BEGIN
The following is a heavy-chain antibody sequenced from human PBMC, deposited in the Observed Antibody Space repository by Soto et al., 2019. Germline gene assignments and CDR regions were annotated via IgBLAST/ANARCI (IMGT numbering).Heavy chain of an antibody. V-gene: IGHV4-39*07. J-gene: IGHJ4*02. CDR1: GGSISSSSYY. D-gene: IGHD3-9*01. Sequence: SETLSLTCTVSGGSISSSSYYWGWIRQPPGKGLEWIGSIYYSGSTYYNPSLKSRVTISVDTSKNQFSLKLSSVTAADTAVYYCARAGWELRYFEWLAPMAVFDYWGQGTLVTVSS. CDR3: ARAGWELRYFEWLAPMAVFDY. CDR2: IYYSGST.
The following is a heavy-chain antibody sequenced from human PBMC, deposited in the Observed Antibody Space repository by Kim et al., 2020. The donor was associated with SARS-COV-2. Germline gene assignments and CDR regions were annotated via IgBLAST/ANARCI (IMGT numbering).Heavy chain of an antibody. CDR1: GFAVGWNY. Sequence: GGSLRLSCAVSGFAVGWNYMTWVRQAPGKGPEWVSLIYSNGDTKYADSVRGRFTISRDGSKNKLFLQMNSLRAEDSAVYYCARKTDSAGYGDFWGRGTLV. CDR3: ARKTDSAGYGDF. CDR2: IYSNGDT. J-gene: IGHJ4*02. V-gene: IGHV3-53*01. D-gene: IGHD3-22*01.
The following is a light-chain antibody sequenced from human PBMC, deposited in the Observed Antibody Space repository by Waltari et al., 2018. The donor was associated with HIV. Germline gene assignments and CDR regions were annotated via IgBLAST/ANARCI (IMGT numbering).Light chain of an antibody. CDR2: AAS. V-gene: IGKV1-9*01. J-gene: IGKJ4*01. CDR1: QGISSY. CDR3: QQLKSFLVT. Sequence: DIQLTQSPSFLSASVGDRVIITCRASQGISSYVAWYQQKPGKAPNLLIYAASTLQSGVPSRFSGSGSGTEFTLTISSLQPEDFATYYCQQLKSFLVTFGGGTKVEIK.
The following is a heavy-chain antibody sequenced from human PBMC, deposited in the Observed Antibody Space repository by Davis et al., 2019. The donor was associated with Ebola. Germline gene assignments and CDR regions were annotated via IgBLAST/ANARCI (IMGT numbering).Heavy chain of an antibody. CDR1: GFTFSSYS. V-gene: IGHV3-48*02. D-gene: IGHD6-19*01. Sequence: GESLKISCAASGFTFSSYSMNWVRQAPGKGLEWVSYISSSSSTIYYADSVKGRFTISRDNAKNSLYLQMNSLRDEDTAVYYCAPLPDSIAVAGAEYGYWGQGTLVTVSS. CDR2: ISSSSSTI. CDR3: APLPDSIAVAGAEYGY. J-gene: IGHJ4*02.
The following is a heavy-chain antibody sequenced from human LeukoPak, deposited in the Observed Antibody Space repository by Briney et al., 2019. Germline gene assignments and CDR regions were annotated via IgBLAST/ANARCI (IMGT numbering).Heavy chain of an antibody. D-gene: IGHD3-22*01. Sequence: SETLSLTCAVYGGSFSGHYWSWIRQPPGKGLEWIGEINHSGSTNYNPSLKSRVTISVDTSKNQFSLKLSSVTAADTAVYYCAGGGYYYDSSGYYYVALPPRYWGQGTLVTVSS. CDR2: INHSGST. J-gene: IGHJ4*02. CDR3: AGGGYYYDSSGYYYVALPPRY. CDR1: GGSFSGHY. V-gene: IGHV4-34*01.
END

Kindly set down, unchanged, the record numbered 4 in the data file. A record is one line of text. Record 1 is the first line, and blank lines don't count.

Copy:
The following is a heavy-chain antibody sequenced from human PBMC, deposited in the Observed Antibody Space repository by Davis et al., 2019. The donor was associated with Ebola. Germline gene assignments and CDR regions were annotated via IgBLAST/ANARCI (IMGT numbering).Heavy chain of an antibody. CDR1: GFTFSSYS. V-gene: IGHV3-48*02. D-gene: IGHD6-19*01. Sequence: GESLKISCAASGFTFSSYSMNWVRQAPGKGLEWVSYISSSSSTIYYADSVKGRFTISRDNAKNSLYLQMNSLRDEDTAVYYCAPLPDSIAVAGAEYGYWGQGTLVTVSS. CDR2: ISSSSSTI. CDR3: APLPDSIAVAGAEYGY. J-gene: IGHJ4*02.